I got home one day and heard one of my distant cousins (I never knew existed) was coming from America to stay with us for a while. Days later I heard he would be arriving with his mom. Days later I heard their stay was indefinite. Fifteen minutes before they walked in I heard the punch line, the cousin had a psychological ‘malfunction’. It wasn’t up to ten minutes this cousin walked in and he wanted to spar with me (which wasn’t going to happen, forget say I dey chop fufu). He was bigger as expected and looked alright but I noticed he kept spitting on the floor which I learnt was the side effect of the medication he was using which was prescribed by his doctors in America. He had been in coma for over three months after being jumped back in the states. For reasons unknown some boys decided to literally beat the living day light out of this guy leaving him in a coma. Call it shock or trauma but this guy had the tendency to be violent and his thought was like a bad disc, he could repeat himself for over five minutes. I remember being woken up by the sound of him fighting with his mom in a free-for-all fight. They were literally exchanging blows like boxers. To avoid this it was important for him to take his drugs but that only made him sober (for a while). The drugs were not making him better and down here in Nigeria there were alternative options. He was taken to one place in Ogun state where he was put in shackles and the use of force was used to exert control or self-discipline. The beating they gave him was more than enough for someone to confess to what they didn’t do. After a couple of months he returned looking worse, you could see the signs of where the shackles were on his wrist and feet. I looked bigger and I felt bad for him, he was too calm. Unfortunately or fortunately that only lasted for few days and he was back to his ‘usual’ self. It was hell now ‘cause there was no more drugs to ‘humble’ him. When all else fails, including our personal effort, we men fall down to our knees to recognise higher power. His mom decided to take him to church, she belonged to the Celestial Church of Christ and they showed promise. I happened to witness one of their prayer sessions in my house. They came from another angle to explain why the guy was in that case. They claimed that before he relocated to America with his mother he was very rude to an old woman here in Nigeria. It was the woman that cursed him and the events occurred to put him in that state as punishment. You know the saying, if you all you got was a hammer you’ll see every problem as a nail, so I wasn’t surprised by what they said, religious people see issues from that angle. They gave him cooked snails to eat. One thing you have to know about land snails is that their body constantly release water that’s why they looked slimly and wet. Seconds later my cousin began to act like a snail. He kept complaining of head ache and sweated profusely all over his body. I don’t mean hard labour under the hot sun kind of sweat, what he wore looked like they were drenched in a bucket of water and brought out. Sweat was dripping from it that it had to be squeezed before it was hung on a line. The Alagba (Pastor) claimed the curse was being released. She brought out olive oil and began to sprinkle drops on him. His body began to make sounds as if something was running, trying to hide, in his stomach. It was audible amidst the loud prayers being said. Oh boy! I fear that day o! The guy was in serious pain while cradling his knees close to his chest and his body was making weird noises. That whole episode lasted for about an hour. The pastor claimed the sound from his body was the ‘curse’ attempting to still hide in his body. The only thing I could think of was what was a miracle without jazz. The fact was whether she was right or not, nothing changed afterwards. He was still the same and I had to feel for him. Medical, physical, and spiritual method didn’t solve his problem. His mother packed their bags and off to America, at least she still had a son.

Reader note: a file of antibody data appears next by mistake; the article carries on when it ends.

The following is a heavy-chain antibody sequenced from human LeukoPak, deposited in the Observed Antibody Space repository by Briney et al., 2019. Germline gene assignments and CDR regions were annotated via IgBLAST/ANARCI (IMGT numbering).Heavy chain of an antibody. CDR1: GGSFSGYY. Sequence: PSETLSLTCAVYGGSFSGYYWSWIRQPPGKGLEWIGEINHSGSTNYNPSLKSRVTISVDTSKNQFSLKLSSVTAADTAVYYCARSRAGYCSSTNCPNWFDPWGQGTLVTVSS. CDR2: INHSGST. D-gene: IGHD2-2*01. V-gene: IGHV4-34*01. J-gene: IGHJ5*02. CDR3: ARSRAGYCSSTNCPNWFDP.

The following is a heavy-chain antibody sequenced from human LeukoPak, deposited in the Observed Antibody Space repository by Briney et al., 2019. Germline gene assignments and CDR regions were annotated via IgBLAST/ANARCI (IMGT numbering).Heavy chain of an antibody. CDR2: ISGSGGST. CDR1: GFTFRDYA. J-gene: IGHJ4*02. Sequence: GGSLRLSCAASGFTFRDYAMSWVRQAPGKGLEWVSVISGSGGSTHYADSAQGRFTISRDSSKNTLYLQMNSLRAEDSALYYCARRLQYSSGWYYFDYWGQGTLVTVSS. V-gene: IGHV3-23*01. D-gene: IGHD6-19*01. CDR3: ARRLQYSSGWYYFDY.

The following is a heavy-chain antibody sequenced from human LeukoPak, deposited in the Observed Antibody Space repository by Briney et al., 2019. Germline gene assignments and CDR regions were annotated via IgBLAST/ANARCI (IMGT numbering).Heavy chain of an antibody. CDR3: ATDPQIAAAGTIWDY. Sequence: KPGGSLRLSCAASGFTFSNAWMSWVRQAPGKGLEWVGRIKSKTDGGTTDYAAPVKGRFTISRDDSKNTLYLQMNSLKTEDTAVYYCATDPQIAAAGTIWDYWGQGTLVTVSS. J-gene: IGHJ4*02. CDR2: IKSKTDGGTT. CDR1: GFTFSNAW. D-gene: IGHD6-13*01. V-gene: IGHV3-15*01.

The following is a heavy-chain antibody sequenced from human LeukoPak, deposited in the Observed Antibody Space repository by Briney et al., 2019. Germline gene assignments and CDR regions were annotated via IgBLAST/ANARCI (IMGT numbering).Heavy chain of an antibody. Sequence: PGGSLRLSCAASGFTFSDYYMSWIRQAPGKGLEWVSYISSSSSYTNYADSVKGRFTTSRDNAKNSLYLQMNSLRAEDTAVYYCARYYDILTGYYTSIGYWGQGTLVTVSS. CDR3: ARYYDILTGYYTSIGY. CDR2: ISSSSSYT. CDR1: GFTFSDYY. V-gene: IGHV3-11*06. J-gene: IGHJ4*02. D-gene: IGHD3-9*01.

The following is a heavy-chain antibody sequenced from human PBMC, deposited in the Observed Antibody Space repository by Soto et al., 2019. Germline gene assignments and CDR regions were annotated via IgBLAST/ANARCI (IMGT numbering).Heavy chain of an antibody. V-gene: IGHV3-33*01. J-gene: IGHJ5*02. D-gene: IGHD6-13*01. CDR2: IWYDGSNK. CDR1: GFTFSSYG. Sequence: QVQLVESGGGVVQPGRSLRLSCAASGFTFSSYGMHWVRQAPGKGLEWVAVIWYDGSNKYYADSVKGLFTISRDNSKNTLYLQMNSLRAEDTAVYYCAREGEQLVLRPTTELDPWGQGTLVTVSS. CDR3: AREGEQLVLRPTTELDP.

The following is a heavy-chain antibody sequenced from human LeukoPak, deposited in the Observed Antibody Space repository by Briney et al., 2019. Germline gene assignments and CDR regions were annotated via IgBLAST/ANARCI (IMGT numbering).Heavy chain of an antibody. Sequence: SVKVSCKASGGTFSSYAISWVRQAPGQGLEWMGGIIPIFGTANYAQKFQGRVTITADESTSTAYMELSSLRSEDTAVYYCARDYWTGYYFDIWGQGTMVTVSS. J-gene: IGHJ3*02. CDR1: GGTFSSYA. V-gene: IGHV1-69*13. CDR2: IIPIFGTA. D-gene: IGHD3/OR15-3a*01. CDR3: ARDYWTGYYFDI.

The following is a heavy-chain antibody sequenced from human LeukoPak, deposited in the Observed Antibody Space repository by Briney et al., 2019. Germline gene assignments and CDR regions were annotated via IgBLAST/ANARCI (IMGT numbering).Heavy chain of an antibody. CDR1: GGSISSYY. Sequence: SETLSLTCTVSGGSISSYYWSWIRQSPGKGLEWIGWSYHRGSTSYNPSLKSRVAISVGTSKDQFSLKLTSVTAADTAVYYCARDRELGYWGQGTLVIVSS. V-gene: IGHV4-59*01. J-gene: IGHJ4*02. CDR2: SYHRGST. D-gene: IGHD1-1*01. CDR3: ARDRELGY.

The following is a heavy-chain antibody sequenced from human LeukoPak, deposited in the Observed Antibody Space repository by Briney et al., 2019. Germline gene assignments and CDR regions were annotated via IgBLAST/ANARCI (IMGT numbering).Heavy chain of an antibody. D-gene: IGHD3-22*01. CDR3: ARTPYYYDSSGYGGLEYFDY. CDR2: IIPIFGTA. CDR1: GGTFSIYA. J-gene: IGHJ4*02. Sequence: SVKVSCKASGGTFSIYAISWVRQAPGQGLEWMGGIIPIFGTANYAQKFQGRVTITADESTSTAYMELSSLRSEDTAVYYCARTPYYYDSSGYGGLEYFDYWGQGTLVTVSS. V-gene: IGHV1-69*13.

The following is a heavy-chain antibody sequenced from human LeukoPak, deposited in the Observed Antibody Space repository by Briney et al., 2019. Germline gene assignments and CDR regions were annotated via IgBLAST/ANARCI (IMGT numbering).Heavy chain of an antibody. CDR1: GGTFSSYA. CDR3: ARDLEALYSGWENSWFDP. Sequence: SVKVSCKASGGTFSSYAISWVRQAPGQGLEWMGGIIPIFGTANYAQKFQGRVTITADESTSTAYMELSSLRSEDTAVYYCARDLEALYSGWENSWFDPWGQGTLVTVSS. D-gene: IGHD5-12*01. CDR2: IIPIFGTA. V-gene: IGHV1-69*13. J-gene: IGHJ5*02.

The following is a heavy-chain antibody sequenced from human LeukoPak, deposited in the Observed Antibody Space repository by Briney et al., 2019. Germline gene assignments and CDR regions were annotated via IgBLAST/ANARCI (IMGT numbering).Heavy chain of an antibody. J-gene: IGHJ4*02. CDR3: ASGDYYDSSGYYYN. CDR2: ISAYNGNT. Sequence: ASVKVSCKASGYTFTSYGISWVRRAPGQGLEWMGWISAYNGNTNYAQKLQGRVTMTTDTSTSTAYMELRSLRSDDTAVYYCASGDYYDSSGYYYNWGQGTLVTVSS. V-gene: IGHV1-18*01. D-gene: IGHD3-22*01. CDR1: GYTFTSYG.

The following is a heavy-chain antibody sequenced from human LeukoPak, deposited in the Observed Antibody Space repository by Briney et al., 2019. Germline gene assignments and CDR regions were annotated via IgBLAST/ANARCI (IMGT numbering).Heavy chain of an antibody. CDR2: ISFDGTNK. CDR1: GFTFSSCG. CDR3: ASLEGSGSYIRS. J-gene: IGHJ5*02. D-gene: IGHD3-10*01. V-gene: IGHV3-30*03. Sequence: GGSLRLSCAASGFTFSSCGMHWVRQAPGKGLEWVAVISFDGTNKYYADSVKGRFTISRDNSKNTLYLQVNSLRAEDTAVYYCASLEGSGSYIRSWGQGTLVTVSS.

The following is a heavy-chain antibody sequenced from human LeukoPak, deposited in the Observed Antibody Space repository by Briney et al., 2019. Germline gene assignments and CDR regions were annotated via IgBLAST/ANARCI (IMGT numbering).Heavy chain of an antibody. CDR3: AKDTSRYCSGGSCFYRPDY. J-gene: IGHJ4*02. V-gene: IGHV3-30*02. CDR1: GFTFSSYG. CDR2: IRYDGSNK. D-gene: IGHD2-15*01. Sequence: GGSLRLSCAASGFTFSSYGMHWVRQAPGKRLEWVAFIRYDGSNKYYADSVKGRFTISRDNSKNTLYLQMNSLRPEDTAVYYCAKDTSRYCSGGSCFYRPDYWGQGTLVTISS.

One thing I have noticed is that when all else fails and desperation pushes you to the wall using jazz might not seem like a bad idea. Even the most religious of us all might bend rules. And either you are religious or not you take caution when you see a charm by the road side or anywhere else, you still accord it its respect. In my area there was a plot of land place where people had converted into an illegal dumping site. The owner of the land did all he could to stop this but Nigerians could be redundant. Despite the sign ‘DO NOT DUMP YOUR REFUSE HERE’. One day we woke up to find what the owner left at the dump site. There were two poles stuck to the ground about sit foot apart and tied from one pole to the next was a red cloth. In the middle was a clay calabash tied to it with white polka dot on it tied to the cloth. Either the people in my area believe in jazz or not, I know no one dared to dump refuse there since then. Everyone just ignored it as if it wasn’t their habit and one of my guys that I asked claimed he wasn’t scared to still dump refuse there but when I dared him he never did. The behaviour exhibited shows the fear of man for uncertainty. I kept wandering, what would happen if I dump refuse there after all I’m the curious one but then again what if it was really jazz (like the ones I hear about)?